Cervical insufficiency is defined as the condition where cervix cannot bear fetus until the term depending on the structural or functional weakness of cervix. It is characterized with painless cervical dilatation causing premature rupture of membranes and the birth of fetus usually in the second trimester. It is responsible for 0.2% of spontaneous abortions, 16–20% of pregnancy loss cases during second trimester and 8–15% of recurrent abortions.[2,3] Cervical insufficiency is responsible for about 10% of preterm labors. In the treatment, cervical cerclage, progesterone, passer and bed rest are used either alone or in combination.[6–10] One of the standard approaches in the treatment of cervical insufficiency is cervical cerclage application. Preterm labor risk decreases significantly with the application of cervical cerclage in singleton pregnancies (RR 0.80; 95% CI 0.69–0.95). However, no decrease has been observed in perinatal death (8.4% vs. 10.7%) and neonatal morbidity (9.6% vs. 10.2%). Clinical benefit of cervical cerclage application in multiple pregnancies was not shown. There are studies showing that the use of progesterone only or cervical passer only as an alternative to cerclage is as much effective as cerclage.[13–15] Today, the techniques of Shirodkar and McDonald are the most common applications. In McDonald technique, purse-string suture is applied on cervix-fornix junction. In Shirodkar technique, the most important points are the application of suture onto the closest location to the level of internal os, dissecting cervix from bladder and rectum, and covering suture with mucosa. Frequently, polyester and polypropylene suture materials are used. Success rates up to 85–90% were reported with both McDonald and modified Shirodkar techniques. Modified Shirodkar application is preferred mostly in those whose McDonald cerclage fails and have structural cervical abnormality. Prophylactic cerclage is applied in case of live fetus between 13 and 16 weeks without any abnormality. In this study, McDonald cerclage technique was used on all patients who had cerclage.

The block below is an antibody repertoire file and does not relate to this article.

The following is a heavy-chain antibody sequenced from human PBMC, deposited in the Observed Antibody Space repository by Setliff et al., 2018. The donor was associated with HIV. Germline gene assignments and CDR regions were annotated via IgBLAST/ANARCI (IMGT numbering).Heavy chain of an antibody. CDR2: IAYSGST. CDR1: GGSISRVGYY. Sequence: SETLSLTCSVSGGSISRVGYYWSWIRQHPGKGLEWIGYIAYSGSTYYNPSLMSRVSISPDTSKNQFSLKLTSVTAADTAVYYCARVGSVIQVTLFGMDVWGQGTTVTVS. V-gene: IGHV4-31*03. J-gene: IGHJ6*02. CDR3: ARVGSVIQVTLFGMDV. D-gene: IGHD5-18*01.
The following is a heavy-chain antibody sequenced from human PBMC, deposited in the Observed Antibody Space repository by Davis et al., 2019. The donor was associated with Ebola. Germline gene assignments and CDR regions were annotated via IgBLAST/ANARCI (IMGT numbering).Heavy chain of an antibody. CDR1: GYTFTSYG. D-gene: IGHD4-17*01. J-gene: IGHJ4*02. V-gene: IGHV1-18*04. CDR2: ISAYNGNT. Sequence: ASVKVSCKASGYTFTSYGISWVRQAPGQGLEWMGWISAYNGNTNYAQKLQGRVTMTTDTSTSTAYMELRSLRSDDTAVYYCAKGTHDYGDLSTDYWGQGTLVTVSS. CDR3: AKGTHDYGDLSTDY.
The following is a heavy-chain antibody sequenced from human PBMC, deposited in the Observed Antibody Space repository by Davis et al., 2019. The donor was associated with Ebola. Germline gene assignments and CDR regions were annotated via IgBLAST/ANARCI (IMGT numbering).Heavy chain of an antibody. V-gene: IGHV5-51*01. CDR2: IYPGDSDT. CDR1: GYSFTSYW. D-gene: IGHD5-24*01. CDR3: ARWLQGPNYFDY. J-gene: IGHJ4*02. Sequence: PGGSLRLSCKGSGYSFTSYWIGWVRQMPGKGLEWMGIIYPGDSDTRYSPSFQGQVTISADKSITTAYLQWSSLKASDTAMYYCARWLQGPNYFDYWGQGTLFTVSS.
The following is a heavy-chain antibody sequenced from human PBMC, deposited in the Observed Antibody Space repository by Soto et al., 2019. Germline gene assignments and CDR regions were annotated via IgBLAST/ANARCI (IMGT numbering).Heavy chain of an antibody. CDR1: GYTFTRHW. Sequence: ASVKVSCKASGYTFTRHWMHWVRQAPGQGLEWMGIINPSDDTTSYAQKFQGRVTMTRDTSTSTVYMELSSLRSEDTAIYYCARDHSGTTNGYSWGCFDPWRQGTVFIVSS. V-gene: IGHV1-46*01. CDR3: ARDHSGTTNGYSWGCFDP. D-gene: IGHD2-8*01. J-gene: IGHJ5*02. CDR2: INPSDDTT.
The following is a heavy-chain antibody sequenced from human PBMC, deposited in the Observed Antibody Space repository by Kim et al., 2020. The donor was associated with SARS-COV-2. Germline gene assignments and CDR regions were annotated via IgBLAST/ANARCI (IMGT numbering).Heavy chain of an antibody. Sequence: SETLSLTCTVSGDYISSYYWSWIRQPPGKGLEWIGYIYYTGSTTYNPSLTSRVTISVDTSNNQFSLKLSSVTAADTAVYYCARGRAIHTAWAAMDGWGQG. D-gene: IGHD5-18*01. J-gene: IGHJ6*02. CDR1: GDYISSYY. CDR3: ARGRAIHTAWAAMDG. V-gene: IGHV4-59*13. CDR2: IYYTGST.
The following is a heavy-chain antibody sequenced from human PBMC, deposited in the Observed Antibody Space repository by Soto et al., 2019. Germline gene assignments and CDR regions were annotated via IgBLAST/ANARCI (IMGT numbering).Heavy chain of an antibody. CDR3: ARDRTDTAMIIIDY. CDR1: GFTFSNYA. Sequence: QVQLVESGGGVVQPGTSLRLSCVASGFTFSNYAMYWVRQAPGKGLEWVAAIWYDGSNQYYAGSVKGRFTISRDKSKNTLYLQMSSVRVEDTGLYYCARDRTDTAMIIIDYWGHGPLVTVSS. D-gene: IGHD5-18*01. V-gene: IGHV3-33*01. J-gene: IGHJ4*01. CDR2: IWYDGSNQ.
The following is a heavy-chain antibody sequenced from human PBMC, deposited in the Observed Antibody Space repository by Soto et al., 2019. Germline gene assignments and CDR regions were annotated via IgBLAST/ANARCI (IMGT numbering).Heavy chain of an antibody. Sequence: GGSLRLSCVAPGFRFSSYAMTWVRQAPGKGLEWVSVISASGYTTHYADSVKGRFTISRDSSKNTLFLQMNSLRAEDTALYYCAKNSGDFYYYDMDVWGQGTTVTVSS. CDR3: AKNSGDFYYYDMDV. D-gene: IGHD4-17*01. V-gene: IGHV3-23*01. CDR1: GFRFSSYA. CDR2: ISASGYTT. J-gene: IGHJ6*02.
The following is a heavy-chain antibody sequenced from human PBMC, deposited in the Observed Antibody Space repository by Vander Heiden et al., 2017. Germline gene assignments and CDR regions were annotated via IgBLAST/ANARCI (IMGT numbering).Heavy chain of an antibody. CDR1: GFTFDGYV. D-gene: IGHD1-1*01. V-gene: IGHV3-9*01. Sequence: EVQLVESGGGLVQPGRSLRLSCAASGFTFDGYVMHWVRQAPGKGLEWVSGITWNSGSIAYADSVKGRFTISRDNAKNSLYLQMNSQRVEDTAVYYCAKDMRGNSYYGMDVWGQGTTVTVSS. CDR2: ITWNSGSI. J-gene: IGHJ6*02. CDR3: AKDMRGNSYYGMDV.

In the compilation of Shuag et al., preterm labor rate decreased from 17% to 13% (<33 weeks of gestation), and neonatal mortality decreased from 17% to 9% in patients who underwent prophylactic cerclage based on their histories. In the same study, 30% decrease in preterm labor (<35 weeks of gestation) and 36% decrease in mortality were reported in UIC patient group. Although our study was not a randomized controlled study, we found that mean delivery time was over 32 weeks and mean birth weight was over 2000 g in both HIC and UIC groups (HIC: 32 weeks and 3 days, and 2215 g; UIC: 33 weeks and 4 days, and 2327 g). Previable delivery (delivery at <24 weeks) occurred in 7 out of 46 patients in HIC group, in 1 out of 9 patients in UIC group, and in 3 out of 13 patients in PEIC group. There were only two patients whose delivery was after 39 weeks, and they were both from PEIC group. Cerclage was applied at week 17 to the first patient and at week 24 to the second patient. In both patients, cervical dilatation was observed during speculum examination and amniotic membranes in direct examination.